We're still waiting on how the 2020 season will play out. If the universal DH is adopted in the National League, then Garrett Cooper probably has a job to start the season. And he should! Cooper had a very good offensive season in 2019, which was slightly derailed by a dreadful August. Through July, Cooper was batting .293 with 11 home runs and an .831 OPS. Then, in 88 August at-bats, Cooper hit just .216 with a .581 OPS. P.S. he was dealing with a hamstring during this time. September rolls around and Cooper is back to hitting .341 with three homers. Consider these other factors as well: Cooper did all this in 2019 with a 52% ground ball rate. An underrated news item this offseason was that the Marlins brought in James Rowson to be their offensive coordinator and bench coach. What is an offensive coordinator in baseball? Well, we're about to find out. Rowson was the Twins hitting coach last season when they led the majors in both home runs (307) and fly ball rate (39.3%). If there's anybody who can help raise Cooper's launch angle, it's him.
What do we do with 50-game sample sizes? We obviously overreact and extrapolate those numbers over a full season. I'm not sure what got into Mike Ford last year. Maybe it was the juiced balls. Whatever it was, it worked. In just 50 games with the Yankees, he hit 12 home runs with 25 RBI and a .909 OPS. Over 150 games, you're looking at 36 homers and 75 RBI. Now of all the players on this list, Ford is the toughest sell because it's the Yankees. They have a ton of depth and they're expected to compete. If Ford ever had to step in to an everyday role because of injury or he somehow earned it, watch out. His swing is built (Ford Tough) for Yankee Stadium. In those 50 games, Ford posted both a 44% fly ball rate and a 44% pull rate, ideal with that short porch in right field. He also hit the ball extremely hard. Ford averaged a 91.9 MPH exit velocity last season, which ranked top 20 among hitters with at least 100 batted-ball events. That mark was tied for 18th with Matt Olson and was better than Mike Trout, Juan Soto and Bryce Harper. It's a long shot but at the same time, Luke Voit, Miguel Andujar, Giancarlo Stanton and Aaron Judge have all dealt with their own ailments over the past few seasons.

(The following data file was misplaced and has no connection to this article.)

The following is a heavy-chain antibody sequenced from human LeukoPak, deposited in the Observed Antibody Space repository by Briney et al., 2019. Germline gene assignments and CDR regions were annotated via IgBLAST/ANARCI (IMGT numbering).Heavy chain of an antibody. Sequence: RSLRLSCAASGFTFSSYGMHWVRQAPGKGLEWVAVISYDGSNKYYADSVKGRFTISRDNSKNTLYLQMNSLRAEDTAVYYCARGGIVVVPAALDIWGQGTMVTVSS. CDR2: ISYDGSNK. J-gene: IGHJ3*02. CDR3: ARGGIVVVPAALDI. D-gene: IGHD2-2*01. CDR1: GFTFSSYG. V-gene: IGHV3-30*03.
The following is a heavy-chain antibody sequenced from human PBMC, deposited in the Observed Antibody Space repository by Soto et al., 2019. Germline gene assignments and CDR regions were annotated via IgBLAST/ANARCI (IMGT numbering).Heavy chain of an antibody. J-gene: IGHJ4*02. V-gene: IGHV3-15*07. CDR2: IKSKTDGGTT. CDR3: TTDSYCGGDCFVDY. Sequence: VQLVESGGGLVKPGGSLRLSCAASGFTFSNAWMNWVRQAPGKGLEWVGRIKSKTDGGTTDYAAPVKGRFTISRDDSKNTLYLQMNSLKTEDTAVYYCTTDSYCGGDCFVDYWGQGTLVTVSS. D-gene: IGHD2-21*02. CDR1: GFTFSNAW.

Myles Straw is the fastest player in baseball. He makes fast people look not-so-fast. According to Statcast, Straw ranked in the 100th percentile of sprint speed last season. Numero uno. The problem is he's likely just a pinch-runner or defensive replacement. He'll be confined to just AL-only and deeper mixed roto leagues for now but like Mike Ford, Straw plays a team filled with injury risks. Between Carlos Correa, Jose Altuve, George Springer, and Michael Brantley, all four of those gentlemen have dealt with their fair share of ailments. Did I mention how fast Straw was? In 2018, he stole 70 bases between Double-A and Triple-A. He's also been relatively successful on the base paths in his minor-league career, swiping 170-of-213 attempts, a near-80% success rate. The other thing I love about Straw is he's not like these other speedsters we've seen in the past like Billy Hamilton and even Adalberto Mondesi. He can actually get on base. He's never posted a walk rate lower than 9.4% at any level. In 108 at-bats with the Astros last season he walked 14.8% of the time. He'd make a bigger impact in Roto if he had the opportunity, but based on his plate discipline, could be useful in H2H points as well.